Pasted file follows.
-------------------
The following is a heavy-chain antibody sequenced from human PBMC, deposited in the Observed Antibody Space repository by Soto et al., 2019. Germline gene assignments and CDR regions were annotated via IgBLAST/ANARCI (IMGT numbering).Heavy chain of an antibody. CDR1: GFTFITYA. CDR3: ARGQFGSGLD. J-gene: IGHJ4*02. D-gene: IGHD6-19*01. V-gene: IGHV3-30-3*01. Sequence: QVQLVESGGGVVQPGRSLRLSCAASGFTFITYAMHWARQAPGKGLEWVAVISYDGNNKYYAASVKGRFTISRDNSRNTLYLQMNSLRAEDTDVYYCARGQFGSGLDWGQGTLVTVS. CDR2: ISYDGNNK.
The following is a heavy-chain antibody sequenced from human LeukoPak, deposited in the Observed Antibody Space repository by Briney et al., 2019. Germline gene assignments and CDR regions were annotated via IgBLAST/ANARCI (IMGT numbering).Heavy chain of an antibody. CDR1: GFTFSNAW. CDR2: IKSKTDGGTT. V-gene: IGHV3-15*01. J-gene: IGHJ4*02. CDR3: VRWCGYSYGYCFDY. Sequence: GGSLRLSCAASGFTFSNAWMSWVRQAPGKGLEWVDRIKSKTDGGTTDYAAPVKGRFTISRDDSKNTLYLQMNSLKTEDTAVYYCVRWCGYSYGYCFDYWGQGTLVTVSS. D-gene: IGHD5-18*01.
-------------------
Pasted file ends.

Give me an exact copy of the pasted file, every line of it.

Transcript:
The following is a heavy-chain antibody sequenced from human PBMC, deposited in the Observed Antibody Space repository by Soto et al., 2019. Germline gene assignments and CDR regions were annotated via IgBLAST/ANARCI (IMGT numbering).Heavy chain of an antibody. CDR1: GFTFITYA. CDR3: ARGQFGSGLD. J-gene: IGHJ4*02. D-gene: IGHD6-19*01. V-gene: IGHV3-30-3*01. Sequence: QVQLVESGGGVVQPGRSLRLSCAASGFTFITYAMHWARQAPGKGLEWVAVISYDGNNKYYAASVKGRFTISRDNSRNTLYLQMNSLRAEDTDVYYCARGQFGSGLDWGQGTLVTVS. CDR2: ISYDGNNK.
The following is a heavy-chain antibody sequenced from human LeukoPak, deposited in the Observed Antibody Space repository by Briney et al., 2019. Germline gene assignments and CDR regions were annotated via IgBLAST/ANARCI (IMGT numbering).Heavy chain of an antibody. CDR1: GFTFSNAW. CDR2: IKSKTDGGTT. V-gene: IGHV3-15*01. J-gene: IGHJ4*02. CDR3: VRWCGYSYGYCFDY. Sequence: GGSLRLSCAASGFTFSNAWMSWVRQAPGKGLEWVDRIKSKTDGGTTDYAAPVKGRFTISRDDSKNTLYLQMNSLKTEDTAVYYCVRWCGYSYGYCFDYWGQGTLVTVSS. D-gene: IGHD5-18*01.